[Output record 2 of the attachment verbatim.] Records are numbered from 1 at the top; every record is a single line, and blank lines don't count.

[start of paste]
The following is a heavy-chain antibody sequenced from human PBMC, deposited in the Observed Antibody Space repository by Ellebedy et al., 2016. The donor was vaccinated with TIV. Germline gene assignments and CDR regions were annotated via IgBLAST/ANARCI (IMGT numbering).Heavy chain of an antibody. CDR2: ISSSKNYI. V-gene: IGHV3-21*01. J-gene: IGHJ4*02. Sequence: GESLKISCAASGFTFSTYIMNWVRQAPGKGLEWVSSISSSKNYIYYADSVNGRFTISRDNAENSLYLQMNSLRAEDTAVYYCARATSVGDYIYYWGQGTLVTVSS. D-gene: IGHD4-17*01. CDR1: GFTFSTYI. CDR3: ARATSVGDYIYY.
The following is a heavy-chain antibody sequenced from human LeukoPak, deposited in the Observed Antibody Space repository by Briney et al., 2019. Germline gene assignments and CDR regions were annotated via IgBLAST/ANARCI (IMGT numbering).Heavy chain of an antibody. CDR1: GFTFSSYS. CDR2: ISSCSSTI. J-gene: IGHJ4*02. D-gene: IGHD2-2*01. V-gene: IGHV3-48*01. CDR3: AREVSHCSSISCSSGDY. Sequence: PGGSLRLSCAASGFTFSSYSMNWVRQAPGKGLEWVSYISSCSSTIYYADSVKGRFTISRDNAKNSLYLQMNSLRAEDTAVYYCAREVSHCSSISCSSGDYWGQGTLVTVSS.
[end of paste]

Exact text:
The following is a heavy-chain antibody sequenced from human LeukoPak, deposited in the Observed Antibody Space repository by Briney et al., 2019. Germline gene assignments and CDR regions were annotated via IgBLAST/ANARCI (IMGT numbering).Heavy chain of an antibody. CDR1: GFTFSSYS. CDR2: ISSCSSTI. J-gene: IGHJ4*02. D-gene: IGHD2-2*01. V-gene: IGHV3-48*01. CDR3: AREVSHCSSISCSSGDY. Sequence: PGGSLRLSCAASGFTFSSYSMNWVRQAPGKGLEWVSYISSCSSTIYYADSVKGRFTISRDNAKNSLYLQMNSLRAEDTAVYYCAREVSHCSSISCSSGDYWGQGTLVTVSS.